iPhone navigation design and usability

What's the best way to design the usability of an iPhone app?

As iPhone applications have become more and more popular, their have been a few different navigation designs implemented. The idea is to make your application as easy, intuitive, and effortless for your users. Allow them to access the informaiton they're looking for as quickly as possible. The benefit of doing so? More people LOVE your app! And who doesn't enjoy being loved? When people love your app, they tell their friends and spread the word about your awesome app.

In this blog I'm going to explore 2 popular iPhone application designs and the pro and cons of each. The first is the standard standard Apple design and second, the Facebook inspired "Tiled icon" design.

Standard Apple Design


The "standard apple design" is marked by a bottom icon navigation, lists, and detail pages.

The bottom navigation consits of links to different sections or functionality of the applicaiton. This is exmplified by the phone application as seen to the right, but it's the same with the iTunes application and App Store applicaiton. There is a bottom navigation that allows you to get to your "Favorites" "Recent calls" "Contacts" "Keypad" and "Voicemail." For insatnce when you click on "Favorites" you're provided your list of favorites, where you can A) call the contact or B) click the arrow to get more information. Let's focus on the arrow for more info as it is more generally applicable to most applicaitons.


When you click on a list item you're taken to, in this case a details page, Where you can get more information and take action (text, share contact, and add to favorites). This is seen in the image to the left... Details pages could be information about a local restaurant, their menu, hours, location, phone number etc. 

Pro's: it's standard (many other applications use the same layout). It's easy to get to the information you need.

Con's: There's a limited number of "Main sections" you can include in the sub navigation. This can limit what you can include in the application.

Considerations: Make sure the information is grouped correctly and organized correctly. The last thing users want to do is go down a path only to realize that's not where the information they want is at.


Facebook Inspired "Tiled icon" Design


There's a new iPhone application design on the web. This new design style was first indroduced by Facebook (to me anyways there may have been others first). I have named this style the "Tiled icon" design. The navigation elements in this case are icons that are aranged in tiles or grids as seen by the facebook application to the right. The icons even give updates to activity in each section. The nice thing about this design is that it helps visually communicate what you can do with the application, by use of the icons. In addition the layout utilizes the iPhone home page multi page layout design whereby you can flick or swipe the screen left or right for additional pages with more icons to other sections of the app, in this case the facebook applications or friends profiles you go to often.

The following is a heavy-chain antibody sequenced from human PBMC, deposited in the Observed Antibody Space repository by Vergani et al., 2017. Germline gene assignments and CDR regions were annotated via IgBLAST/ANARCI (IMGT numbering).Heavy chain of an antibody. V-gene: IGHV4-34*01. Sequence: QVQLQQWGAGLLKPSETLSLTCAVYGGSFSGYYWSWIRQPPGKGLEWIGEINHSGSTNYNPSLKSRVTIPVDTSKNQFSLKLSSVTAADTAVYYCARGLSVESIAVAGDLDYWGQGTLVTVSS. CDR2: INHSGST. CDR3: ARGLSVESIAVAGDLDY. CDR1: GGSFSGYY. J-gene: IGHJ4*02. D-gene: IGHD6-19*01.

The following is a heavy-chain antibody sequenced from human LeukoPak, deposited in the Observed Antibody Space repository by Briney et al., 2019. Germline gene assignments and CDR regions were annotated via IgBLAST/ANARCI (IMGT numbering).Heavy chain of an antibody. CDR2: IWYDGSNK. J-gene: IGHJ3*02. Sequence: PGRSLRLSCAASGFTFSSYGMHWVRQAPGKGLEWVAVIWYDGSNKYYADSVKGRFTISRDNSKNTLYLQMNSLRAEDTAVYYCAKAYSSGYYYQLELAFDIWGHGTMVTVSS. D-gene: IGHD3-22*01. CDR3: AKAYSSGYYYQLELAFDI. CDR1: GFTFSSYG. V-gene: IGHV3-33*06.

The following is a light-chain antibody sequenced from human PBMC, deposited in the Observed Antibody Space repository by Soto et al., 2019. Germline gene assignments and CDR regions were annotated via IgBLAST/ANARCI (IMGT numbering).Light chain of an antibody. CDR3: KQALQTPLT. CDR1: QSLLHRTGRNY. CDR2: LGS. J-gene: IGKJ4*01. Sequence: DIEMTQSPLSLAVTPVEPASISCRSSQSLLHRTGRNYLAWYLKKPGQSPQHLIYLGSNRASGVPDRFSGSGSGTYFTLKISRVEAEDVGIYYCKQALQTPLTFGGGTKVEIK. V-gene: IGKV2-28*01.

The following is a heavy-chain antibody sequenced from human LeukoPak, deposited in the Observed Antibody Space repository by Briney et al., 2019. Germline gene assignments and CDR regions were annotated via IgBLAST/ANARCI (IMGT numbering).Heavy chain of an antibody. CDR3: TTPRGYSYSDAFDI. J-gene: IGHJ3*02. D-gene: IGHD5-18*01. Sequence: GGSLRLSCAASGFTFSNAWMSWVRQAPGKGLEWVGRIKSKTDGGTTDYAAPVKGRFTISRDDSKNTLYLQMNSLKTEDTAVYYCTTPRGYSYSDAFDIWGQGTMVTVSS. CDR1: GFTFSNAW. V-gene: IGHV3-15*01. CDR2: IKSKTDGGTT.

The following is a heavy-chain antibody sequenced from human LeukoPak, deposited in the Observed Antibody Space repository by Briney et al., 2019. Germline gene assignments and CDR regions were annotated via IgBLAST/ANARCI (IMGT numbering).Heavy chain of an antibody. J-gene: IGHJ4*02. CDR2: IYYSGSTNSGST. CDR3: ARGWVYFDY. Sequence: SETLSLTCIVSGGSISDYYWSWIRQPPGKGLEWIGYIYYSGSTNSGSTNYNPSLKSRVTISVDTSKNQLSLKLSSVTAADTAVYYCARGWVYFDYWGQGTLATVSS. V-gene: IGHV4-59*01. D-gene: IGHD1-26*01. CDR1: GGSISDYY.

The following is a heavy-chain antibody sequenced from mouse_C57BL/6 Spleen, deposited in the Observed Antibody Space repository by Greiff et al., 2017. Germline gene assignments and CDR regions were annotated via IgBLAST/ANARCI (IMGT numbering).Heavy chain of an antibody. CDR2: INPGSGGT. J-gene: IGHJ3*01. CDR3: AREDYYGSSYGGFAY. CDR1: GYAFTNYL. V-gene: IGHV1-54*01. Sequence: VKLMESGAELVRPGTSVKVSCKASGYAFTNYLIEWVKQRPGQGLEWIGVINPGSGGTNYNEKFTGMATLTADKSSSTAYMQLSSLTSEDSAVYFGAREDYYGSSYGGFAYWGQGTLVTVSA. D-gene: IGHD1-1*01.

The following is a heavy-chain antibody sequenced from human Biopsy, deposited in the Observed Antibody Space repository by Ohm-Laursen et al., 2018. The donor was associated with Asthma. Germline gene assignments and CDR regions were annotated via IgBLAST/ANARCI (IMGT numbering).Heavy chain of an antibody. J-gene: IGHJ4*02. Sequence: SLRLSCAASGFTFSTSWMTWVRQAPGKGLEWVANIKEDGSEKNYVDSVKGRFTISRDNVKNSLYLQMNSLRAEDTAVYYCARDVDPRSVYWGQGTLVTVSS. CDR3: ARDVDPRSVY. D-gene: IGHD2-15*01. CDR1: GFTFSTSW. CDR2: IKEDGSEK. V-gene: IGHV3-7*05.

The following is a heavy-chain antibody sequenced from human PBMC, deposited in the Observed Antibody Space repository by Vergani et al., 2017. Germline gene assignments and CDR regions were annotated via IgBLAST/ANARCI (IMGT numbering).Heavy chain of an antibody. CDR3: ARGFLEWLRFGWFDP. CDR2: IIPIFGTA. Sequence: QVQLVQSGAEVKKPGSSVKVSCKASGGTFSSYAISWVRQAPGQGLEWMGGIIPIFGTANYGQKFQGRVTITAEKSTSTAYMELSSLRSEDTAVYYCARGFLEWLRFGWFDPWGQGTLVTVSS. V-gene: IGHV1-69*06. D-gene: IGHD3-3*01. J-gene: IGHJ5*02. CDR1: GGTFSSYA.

Finally let's look at the "Tiled Icon's" detail page and see how the navigation is handled. As you can see from the image to the right, which is the landing page when clicking the "Profile" icon on the previous page (image). The navigation on the facebook design then goes to a variation of the bottom navigation, in this case going with 3 buttons to more information and details page.


Pro's: Allow's you to add many main sections for users to navigate to. The icons help visually convey what that section of the application is (... what functionality or information you should expect). It allows you to get a dashboard look at the application, what's going on in that section.

Con's: It's new, this is a new layout and will require the user to learn the new interface, however small the learning curve, it still requires they learn.

Considerations: Make sure it makes sense. I like this layout, but I also like pushing the envelope, when you chose your applications navigation and design you'll need to consider your user first



Both layouts serve a function and have pro's and cons. Both layouts use an icon in one form or another. The key is to make sure whatever layout you chose, it makes sense for your users. They just want to access the information they want to access as quickly as possible. This can mean having the opening page of the application be the last opened page by the user... Or maybe it's your business model to feature items, have your featured items page be the opening page... You definitely have to balance your users needs and your objectives for the applicaiton but remember if your users don't like it or don't find it useful they won't use your app and probably talk crap .


What do you Think? What layout designs have you seen, what do you like, what do you dislike? I'll open up the conversation and duke it out over the perfect app design.


At half-past eight the door opened, the policeman appeared, and, requesting them to follow him, led the way to an adjoining hall. It was evidently a court-room, and a crowd of Europeans and natives already occupied the rear of the apartment.

At half-past eight the door opened, the policeman appeared, and, requesting them to follow him, led the way to an adjoining hall. It was evidently a court-room, and a crowd of Europeans. At half-past eight the door opened, the policeman appeared, and, requesting them to follow him, led the way to an adjoining hall. It was evidently a court-room, and a crowd.

The donations increased due to the impactful user journey.

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